This page contains information about latencies caused by SMIs and about how they can be detected and resolved.
System management interrupts are high priority unmaskable hardware interrupts which cause the CPU to immediately suspend all other activities, including the operating system, and go into a special execution mode called system management mode (SMM). Once the system is in SMM, the interrupt is handled by firmware code.
System management mode is an execution mode in x86 processors that can only be entered via an SMI.
SMIs can cause problems for real-time systems because the operating system has no control over when an SMI will happen or over how much time the CPU will spend in SMM handling the SMI. In other words, an SMI can make it impossible for the CPU to handle a critical system interrupt before its deadline. Considering that the sometimes poorly written SMI handlers can potentially take milliseconds to execute, this can cause latencies that are extremely problematic for a real-time system. Unfortunately, these latencies tend to be difficult to resolve.
Below are some tools for confirming and characterizing SMIs presented in a suggested order of use. Counting SMIs with Cyclictest is a good place to start because it is a good idea to first confirm that SMIs are happening on a system before investigating the possibility that they are causing latencies.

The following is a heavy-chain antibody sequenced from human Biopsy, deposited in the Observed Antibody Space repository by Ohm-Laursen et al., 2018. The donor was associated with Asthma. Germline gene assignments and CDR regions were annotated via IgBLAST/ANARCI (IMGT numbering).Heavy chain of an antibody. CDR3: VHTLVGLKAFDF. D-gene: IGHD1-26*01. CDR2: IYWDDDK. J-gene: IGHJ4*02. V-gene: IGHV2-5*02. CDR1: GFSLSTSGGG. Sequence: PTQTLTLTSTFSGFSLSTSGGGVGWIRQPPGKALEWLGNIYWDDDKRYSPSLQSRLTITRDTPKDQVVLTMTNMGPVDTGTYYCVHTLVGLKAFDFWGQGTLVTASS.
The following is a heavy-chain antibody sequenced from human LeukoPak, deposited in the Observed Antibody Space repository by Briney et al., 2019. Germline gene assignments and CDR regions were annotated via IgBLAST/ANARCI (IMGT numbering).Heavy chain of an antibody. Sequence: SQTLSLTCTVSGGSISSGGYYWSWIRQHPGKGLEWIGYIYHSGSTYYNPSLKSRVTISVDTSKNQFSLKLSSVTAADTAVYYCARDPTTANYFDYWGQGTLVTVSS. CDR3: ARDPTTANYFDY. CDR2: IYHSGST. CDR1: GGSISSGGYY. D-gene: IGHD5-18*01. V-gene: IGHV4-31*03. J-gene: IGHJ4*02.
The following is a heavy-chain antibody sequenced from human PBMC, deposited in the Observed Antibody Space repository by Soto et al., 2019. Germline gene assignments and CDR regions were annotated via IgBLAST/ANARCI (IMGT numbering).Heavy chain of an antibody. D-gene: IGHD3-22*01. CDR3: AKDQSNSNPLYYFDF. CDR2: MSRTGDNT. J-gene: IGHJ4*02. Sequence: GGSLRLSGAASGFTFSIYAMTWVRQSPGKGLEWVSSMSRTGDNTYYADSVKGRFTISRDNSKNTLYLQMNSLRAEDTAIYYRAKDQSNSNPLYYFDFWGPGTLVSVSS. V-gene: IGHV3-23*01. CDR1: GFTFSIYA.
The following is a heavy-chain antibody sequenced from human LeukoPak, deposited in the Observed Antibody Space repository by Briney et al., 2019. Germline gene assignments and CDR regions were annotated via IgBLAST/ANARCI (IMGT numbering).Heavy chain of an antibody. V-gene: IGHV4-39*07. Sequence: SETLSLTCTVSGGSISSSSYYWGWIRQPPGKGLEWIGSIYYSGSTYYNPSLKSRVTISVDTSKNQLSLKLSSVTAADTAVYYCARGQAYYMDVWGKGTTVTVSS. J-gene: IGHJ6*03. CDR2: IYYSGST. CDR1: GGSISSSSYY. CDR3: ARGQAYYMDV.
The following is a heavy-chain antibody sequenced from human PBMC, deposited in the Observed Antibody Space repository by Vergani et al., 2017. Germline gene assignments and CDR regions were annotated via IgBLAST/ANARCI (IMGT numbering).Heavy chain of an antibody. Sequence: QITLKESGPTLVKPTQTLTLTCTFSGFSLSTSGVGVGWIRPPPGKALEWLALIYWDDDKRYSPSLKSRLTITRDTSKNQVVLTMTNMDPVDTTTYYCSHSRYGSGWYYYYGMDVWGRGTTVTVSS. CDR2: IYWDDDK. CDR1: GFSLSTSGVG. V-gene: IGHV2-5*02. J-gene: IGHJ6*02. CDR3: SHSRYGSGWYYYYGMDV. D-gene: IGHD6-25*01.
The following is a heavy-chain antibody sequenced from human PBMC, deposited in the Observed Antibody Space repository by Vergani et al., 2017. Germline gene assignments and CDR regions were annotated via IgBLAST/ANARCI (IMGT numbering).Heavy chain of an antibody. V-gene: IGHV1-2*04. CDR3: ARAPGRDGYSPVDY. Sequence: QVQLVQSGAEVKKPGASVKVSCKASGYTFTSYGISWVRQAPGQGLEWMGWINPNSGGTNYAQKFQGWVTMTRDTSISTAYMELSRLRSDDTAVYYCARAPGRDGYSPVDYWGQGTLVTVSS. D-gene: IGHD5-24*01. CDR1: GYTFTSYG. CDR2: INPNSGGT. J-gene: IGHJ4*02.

The concepts of SMI and SMM are specific to x86, but some of the techniques and tools mentioned above can be used to debug similar firmware or hardware issues on other architectures.
Unless the unnecessarily frequent SMIs or long SMI handling times are caused by code that can be modified, eliminating SMI related latencies can be hard. SMIs are unmaskable, so in order to fix a latency without being able to modify code it is necessary to disable the particular SMI that is causing problems by changing the relevant option in the firmware (e.g. BIOS).
Successfully disabling the correct SMI via the firmware is a difficult process for a couple reasons. Firstly, there is very little documentation containing details about which SMIs happen in which situations, so it is hard to identify the specific SMI that is causing the problem. Secondly, even if the problematic SMI can be identified, there is also very little documentation about which firmware options can be used to disable a particular SMI. If it is not possible to identify the problematic SMI or the firmware option that will disable it, the remaining possibility is to go speak with the hardware vendor about the problem.
Because important tasks such as temperature management are performed in SMM, disabling all SMIs to prevent the system from ever going into SMM is not a recommended solution as it can result in a melted processor.